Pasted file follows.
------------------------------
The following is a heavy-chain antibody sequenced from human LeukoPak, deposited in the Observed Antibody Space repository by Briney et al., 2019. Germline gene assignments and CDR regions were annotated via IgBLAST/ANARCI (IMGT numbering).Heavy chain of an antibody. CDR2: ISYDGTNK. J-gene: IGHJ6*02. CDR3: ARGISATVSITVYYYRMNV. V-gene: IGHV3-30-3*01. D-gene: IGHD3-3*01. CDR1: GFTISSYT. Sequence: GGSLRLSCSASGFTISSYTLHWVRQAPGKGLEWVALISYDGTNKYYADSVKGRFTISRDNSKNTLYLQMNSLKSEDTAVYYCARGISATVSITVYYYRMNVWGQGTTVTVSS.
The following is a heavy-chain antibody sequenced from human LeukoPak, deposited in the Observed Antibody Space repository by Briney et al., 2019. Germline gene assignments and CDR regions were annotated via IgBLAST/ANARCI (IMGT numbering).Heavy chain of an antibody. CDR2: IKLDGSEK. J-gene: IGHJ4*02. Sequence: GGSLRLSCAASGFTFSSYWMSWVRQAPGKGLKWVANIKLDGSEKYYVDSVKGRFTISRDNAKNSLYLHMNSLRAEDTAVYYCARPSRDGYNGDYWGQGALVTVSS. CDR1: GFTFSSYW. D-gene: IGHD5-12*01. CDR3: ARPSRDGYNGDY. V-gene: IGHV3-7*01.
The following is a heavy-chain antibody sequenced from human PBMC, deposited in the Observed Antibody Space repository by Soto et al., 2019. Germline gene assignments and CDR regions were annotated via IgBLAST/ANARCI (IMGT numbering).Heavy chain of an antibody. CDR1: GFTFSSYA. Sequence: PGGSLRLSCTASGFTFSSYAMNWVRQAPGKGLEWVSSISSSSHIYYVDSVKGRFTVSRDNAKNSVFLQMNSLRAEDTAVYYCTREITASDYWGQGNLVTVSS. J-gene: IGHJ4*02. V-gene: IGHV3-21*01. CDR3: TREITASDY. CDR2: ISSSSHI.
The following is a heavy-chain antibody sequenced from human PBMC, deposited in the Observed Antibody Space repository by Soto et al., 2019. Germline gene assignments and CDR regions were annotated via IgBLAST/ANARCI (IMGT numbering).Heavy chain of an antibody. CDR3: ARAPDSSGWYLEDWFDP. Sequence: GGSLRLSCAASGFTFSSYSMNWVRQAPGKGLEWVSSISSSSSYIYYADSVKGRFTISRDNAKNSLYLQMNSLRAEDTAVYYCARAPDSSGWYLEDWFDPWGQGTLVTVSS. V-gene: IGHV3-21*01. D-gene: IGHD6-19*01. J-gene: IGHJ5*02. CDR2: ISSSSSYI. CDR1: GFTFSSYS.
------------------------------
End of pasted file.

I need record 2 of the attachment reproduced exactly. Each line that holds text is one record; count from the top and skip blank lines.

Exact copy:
The following is a heavy-chain antibody sequenced from human LeukoPak, deposited in the Observed Antibody Space repository by Briney et al., 2019. Germline gene assignments and CDR regions were annotated via IgBLAST/ANARCI (IMGT numbering).Heavy chain of an antibody. CDR2: IKLDGSEK. J-gene: IGHJ4*02. Sequence: GGSLRLSCAASGFTFSSYWMSWVRQAPGKGLKWVANIKLDGSEKYYVDSVKGRFTISRDNAKNSLYLHMNSLRAEDTAVYYCARPSRDGYNGDYWGQGALVTVSS. CDR1: GFTFSSYW. D-gene: IGHD5-12*01. CDR3: ARPSRDGYNGDY. V-gene: IGHV3-7*01.